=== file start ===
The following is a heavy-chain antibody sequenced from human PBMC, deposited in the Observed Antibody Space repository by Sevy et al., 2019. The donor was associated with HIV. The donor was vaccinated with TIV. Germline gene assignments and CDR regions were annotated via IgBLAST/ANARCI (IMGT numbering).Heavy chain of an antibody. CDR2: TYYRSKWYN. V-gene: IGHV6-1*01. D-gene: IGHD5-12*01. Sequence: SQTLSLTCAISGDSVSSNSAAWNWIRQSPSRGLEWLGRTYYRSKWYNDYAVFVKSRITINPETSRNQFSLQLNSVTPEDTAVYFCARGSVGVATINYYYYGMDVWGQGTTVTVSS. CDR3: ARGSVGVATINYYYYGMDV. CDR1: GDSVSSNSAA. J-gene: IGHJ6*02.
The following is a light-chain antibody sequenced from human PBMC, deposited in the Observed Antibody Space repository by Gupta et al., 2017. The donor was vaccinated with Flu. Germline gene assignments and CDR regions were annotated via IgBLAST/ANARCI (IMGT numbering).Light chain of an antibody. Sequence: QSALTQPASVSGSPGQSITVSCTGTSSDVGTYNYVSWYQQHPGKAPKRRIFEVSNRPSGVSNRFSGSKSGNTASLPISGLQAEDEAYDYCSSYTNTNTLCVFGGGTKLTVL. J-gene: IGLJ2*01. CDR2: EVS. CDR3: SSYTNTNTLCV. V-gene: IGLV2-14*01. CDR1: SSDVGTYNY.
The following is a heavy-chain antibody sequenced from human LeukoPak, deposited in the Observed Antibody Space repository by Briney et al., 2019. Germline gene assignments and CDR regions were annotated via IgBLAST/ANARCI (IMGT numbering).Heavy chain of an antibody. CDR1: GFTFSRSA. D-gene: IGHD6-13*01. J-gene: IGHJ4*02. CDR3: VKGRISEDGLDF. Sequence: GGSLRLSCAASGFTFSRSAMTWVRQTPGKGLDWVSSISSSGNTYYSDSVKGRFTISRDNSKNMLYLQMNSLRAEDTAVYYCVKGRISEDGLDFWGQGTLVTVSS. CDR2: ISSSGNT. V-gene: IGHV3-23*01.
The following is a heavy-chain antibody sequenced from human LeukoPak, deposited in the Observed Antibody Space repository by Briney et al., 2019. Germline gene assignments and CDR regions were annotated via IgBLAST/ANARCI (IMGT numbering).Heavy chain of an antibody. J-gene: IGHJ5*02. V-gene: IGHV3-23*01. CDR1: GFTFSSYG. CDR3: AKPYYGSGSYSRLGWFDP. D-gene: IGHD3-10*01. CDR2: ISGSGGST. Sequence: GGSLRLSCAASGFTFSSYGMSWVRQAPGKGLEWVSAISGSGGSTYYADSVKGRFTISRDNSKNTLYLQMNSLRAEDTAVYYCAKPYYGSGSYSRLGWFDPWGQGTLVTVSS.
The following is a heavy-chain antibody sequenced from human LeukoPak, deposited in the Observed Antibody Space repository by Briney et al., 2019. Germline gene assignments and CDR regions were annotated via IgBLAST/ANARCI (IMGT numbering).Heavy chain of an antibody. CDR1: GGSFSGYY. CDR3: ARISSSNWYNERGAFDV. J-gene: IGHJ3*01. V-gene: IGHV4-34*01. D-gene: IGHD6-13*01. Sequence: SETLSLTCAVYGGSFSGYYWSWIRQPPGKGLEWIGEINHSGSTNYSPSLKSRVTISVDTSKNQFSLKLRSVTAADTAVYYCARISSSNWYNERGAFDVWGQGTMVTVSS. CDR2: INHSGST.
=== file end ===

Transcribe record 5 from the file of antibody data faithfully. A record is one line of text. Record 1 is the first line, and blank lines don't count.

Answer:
The following is a heavy-chain antibody sequenced from human LeukoPak, deposited in the Observed Antibody Space repository by Briney et al., 2019. Germline gene assignments and CDR regions were annotated via IgBLAST/ANARCI (IMGT numbering).Heavy chain of an antibody. CDR1: GGSFSGYY. CDR3: ARISSSNWYNERGAFDV. J-gene: IGHJ3*01. V-gene: IGHV4-34*01. D-gene: IGHD6-13*01. Sequence: SETLSLTCAVYGGSFSGYYWSWIRQPPGKGLEWIGEINHSGSTNYSPSLKSRVTISVDTSKNQFSLKLRSVTAADTAVYYCARISSSNWYNERGAFDVWGQGTMVTVSS. CDR2: INHSGST.